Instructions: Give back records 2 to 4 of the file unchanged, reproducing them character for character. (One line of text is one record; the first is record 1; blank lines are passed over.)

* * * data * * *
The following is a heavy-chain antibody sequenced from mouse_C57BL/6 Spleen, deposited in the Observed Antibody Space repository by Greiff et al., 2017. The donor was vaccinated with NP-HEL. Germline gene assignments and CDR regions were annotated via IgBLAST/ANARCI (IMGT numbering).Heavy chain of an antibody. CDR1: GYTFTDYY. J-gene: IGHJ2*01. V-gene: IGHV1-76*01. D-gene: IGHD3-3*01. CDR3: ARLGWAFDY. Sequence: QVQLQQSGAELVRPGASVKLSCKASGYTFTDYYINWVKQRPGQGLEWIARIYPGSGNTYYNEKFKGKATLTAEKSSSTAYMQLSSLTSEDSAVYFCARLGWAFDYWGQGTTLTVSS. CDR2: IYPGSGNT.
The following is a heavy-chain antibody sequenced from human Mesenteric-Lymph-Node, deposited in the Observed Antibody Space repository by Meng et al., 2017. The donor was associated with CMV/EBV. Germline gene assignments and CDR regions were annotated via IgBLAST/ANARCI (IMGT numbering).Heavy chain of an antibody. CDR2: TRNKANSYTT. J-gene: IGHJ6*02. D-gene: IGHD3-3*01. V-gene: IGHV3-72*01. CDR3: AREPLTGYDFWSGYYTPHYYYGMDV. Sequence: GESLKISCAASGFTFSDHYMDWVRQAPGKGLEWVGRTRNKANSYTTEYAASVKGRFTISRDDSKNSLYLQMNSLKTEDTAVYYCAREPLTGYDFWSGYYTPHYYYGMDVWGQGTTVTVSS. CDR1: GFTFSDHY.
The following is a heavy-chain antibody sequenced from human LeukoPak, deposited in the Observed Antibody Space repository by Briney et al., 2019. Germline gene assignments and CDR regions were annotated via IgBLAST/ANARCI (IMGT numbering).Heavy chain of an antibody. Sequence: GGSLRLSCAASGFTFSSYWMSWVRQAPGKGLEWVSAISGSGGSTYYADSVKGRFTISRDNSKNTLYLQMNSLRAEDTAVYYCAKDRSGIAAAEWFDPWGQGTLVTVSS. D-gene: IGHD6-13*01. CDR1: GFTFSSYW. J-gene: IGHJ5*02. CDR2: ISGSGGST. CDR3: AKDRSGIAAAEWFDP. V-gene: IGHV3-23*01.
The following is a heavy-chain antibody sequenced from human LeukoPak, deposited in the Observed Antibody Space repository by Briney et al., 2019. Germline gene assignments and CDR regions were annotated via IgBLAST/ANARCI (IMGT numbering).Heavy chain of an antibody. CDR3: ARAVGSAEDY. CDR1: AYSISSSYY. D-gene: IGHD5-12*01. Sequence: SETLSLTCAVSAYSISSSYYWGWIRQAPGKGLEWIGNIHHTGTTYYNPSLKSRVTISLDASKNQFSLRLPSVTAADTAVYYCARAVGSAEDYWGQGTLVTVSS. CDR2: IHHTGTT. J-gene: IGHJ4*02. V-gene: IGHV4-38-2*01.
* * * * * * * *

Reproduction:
The following is a heavy-chain antibody sequenced from human Mesenteric-Lymph-Node, deposited in the Observed Antibody Space repository by Meng et al., 2017. The donor was associated with CMV/EBV. Germline gene assignments and CDR regions were annotated via IgBLAST/ANARCI (IMGT numbering).Heavy chain of an antibody. CDR2: TRNKANSYTT. J-gene: IGHJ6*02. D-gene: IGHD3-3*01. V-gene: IGHV3-72*01. CDR3: AREPLTGYDFWSGYYTPHYYYGMDV. Sequence: GESLKISCAASGFTFSDHYMDWVRQAPGKGLEWVGRTRNKANSYTTEYAASVKGRFTISRDDSKNSLYLQMNSLKTEDTAVYYCAREPLTGYDFWSGYYTPHYYYGMDVWGQGTTVTVSS. CDR1: GFTFSDHY.
The following is a heavy-chain antibody sequenced from human LeukoPak, deposited in the Observed Antibody Space repository by Briney et al., 2019. Germline gene assignments and CDR regions were annotated via IgBLAST/ANARCI (IMGT numbering).Heavy chain of an antibody. Sequence: GGSLRLSCAASGFTFSSYWMSWVRQAPGKGLEWVSAISGSGGSTYYADSVKGRFTISRDNSKNTLYLQMNSLRAEDTAVYYCAKDRSGIAAAEWFDPWGQGTLVTVSS. D-gene: IGHD6-13*01. CDR1: GFTFSSYW. J-gene: IGHJ5*02. CDR2: ISGSGGST. CDR3: AKDRSGIAAAEWFDP. V-gene: IGHV3-23*01.
The following is a heavy-chain antibody sequenced from human LeukoPak, deposited in the Observed Antibody Space repository by Briney et al., 2019. Germline gene assignments and CDR regions were annotated via IgBLAST/ANARCI (IMGT numbering).Heavy chain of an antibody. CDR3: ARAVGSAEDY. CDR1: AYSISSSYY. D-gene: IGHD5-12*01. Sequence: SETLSLTCAVSAYSISSSYYWGWIRQAPGKGLEWIGNIHHTGTTYYNPSLKSRVTISLDASKNQFSLRLPSVTAADTAVYYCARAVGSAEDYWGQGTLVTVSS. CDR2: IHHTGTT. J-gene: IGHJ4*02. V-gene: IGHV4-38-2*01.